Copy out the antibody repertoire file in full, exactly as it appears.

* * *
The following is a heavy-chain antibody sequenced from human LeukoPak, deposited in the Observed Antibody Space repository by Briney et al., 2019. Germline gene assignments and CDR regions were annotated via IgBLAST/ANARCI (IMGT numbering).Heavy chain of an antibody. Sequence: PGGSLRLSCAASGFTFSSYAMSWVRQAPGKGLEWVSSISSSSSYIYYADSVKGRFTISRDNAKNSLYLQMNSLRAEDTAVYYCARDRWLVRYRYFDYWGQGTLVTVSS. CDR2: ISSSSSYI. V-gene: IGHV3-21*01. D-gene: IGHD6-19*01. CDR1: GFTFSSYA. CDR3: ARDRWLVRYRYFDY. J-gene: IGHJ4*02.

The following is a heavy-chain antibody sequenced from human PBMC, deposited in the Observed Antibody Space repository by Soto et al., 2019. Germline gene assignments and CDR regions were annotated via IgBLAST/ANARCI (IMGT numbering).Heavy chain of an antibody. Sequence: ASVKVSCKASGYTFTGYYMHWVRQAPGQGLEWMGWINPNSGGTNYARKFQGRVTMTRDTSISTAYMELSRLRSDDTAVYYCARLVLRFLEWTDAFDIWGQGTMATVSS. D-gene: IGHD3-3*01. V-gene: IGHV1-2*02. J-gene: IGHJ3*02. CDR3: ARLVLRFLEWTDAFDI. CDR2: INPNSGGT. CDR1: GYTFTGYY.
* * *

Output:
The following is a heavy-chain antibody sequenced from human LeukoPak, deposited in the Observed Antibody Space repository by Briney et al., 2019. Germline gene assignments and CDR regions were annotated via IgBLAST/ANARCI (IMGT numbering).Heavy chain of an antibody. Sequence: PGGSLRLSCAASGFTFSSYAMSWVRQAPGKGLEWVSSISSSSSYIYYADSVKGRFTISRDNAKNSLYLQMNSLRAEDTAVYYCARDRWLVRYRYFDYWGQGTLVTVSS. CDR2: ISSSSSYI. V-gene: IGHV3-21*01. D-gene: IGHD6-19*01. CDR1: GFTFSSYA. CDR3: ARDRWLVRYRYFDY. J-gene: IGHJ4*02.

The following is a heavy-chain antibody sequenced from human PBMC, deposited in the Observed Antibody Space repository by Soto et al., 2019. Germline gene assignments and CDR regions were annotated via IgBLAST/ANARCI (IMGT numbering).Heavy chain of an antibody. Sequence: ASVKVSCKASGYTFTGYYMHWVRQAPGQGLEWMGWINPNSGGTNYARKFQGRVTMTRDTSISTAYMELSRLRSDDTAVYYCARLVLRFLEWTDAFDIWGQGTMATVSS. D-gene: IGHD3-3*01. V-gene: IGHV1-2*02. J-gene: IGHJ3*02. CDR3: ARLVLRFLEWTDAFDI. CDR2: INPNSGGT. CDR1: GYTFTGYY.